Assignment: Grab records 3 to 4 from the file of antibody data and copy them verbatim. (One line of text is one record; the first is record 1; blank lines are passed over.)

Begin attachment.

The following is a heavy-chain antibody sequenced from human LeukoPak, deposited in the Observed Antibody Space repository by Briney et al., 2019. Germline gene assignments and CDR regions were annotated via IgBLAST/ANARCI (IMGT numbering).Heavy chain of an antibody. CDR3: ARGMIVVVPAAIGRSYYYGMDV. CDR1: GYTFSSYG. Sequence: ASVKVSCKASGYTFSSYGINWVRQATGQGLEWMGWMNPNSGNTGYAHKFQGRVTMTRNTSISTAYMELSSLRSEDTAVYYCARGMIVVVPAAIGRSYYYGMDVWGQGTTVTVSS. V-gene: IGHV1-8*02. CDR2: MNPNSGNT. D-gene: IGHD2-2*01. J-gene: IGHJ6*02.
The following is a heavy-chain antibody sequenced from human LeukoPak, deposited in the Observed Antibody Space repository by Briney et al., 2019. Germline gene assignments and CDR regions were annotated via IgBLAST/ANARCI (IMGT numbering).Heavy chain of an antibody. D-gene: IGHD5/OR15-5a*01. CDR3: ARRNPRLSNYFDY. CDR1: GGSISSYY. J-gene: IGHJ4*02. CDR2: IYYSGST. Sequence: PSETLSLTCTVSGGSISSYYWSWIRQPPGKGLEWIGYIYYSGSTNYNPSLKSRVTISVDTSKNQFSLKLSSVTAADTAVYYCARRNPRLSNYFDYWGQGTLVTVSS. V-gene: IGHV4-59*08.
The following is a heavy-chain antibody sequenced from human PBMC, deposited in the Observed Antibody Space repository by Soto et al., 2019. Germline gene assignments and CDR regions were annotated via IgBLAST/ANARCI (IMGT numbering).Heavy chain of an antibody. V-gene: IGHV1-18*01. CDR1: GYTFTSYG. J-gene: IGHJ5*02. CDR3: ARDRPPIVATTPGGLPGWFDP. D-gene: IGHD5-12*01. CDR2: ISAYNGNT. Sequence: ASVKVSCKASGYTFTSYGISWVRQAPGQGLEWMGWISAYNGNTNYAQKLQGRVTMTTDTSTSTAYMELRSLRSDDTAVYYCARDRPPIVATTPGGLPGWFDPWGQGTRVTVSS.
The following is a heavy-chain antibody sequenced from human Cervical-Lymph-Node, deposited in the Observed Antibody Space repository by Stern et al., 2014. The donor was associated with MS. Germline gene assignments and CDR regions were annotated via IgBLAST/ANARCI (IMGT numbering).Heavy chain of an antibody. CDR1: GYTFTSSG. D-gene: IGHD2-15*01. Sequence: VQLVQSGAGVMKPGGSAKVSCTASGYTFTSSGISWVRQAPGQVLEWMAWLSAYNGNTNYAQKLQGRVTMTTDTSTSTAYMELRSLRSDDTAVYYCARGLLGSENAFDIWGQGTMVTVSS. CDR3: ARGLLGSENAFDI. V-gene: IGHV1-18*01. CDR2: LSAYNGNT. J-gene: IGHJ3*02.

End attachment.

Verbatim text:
The following is a heavy-chain antibody sequenced from human PBMC, deposited in the Observed Antibody Space repository by Soto et al., 2019. Germline gene assignments and CDR regions were annotated via IgBLAST/ANARCI (IMGT numbering).Heavy chain of an antibody. V-gene: IGHV1-18*01. CDR1: GYTFTSYG. J-gene: IGHJ5*02. CDR3: ARDRPPIVATTPGGLPGWFDP. D-gene: IGHD5-12*01. CDR2: ISAYNGNT. Sequence: ASVKVSCKASGYTFTSYGISWVRQAPGQGLEWMGWISAYNGNTNYAQKLQGRVTMTTDTSTSTAYMELRSLRSDDTAVYYCARDRPPIVATTPGGLPGWFDPWGQGTRVTVSS.
The following is a heavy-chain antibody sequenced from human Cervical-Lymph-Node, deposited in the Observed Antibody Space repository by Stern et al., 2014. The donor was associated with MS. Germline gene assignments and CDR regions were annotated via IgBLAST/ANARCI (IMGT numbering).Heavy chain of an antibody. CDR1: GYTFTSSG. D-gene: IGHD2-15*01. Sequence: VQLVQSGAGVMKPGGSAKVSCTASGYTFTSSGISWVRQAPGQVLEWMAWLSAYNGNTNYAQKLQGRVTMTTDTSTSTAYMELRSLRSDDTAVYYCARGLLGSENAFDIWGQGTMVTVSS. CDR3: ARGLLGSENAFDI. V-gene: IGHV1-18*01. CDR2: LSAYNGNT. J-gene: IGHJ3*02.